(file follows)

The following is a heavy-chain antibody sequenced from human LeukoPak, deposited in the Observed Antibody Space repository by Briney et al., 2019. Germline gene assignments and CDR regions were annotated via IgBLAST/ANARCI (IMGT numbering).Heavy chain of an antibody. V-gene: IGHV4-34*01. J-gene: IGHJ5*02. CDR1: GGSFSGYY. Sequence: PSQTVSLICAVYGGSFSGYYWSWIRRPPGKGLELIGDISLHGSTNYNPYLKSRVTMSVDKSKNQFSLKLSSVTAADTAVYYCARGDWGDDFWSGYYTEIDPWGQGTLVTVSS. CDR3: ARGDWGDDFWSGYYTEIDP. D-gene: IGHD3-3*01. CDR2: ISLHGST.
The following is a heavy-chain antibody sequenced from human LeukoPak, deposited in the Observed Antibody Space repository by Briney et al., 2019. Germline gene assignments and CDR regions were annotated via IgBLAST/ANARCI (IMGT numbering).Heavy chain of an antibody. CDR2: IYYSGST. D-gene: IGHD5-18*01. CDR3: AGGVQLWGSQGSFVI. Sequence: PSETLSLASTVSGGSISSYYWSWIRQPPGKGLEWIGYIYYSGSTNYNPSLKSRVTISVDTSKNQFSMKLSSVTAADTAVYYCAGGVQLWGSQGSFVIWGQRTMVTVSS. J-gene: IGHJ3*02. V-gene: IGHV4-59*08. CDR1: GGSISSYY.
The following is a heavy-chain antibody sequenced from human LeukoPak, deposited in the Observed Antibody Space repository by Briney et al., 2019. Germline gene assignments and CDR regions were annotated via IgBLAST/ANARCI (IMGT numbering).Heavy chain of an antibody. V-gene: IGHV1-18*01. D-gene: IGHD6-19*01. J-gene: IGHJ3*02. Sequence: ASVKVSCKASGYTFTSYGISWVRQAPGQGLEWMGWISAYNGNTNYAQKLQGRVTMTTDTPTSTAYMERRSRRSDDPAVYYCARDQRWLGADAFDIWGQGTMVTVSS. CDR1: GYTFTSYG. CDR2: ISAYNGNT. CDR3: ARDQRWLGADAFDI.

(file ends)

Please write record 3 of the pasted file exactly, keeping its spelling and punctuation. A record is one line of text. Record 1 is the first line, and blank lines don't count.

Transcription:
The following is a heavy-chain antibody sequenced from human LeukoPak, deposited in the Observed Antibody Space repository by Briney et al., 2019. Germline gene assignments and CDR regions were annotated via IgBLAST/ANARCI (IMGT numbering).Heavy chain of an antibody. V-gene: IGHV1-18*01. D-gene: IGHD6-19*01. J-gene: IGHJ3*02. Sequence: ASVKVSCKASGYTFTSYGISWVRQAPGQGLEWMGWISAYNGNTNYAQKLQGRVTMTTDTPTSTAYMERRSRRSDDPAVYYCARDQRWLGADAFDIWGQGTMVTVSS. CDR1: GYTFTSYG. CDR2: ISAYNGNT. CDR3: ARDQRWLGADAFDI.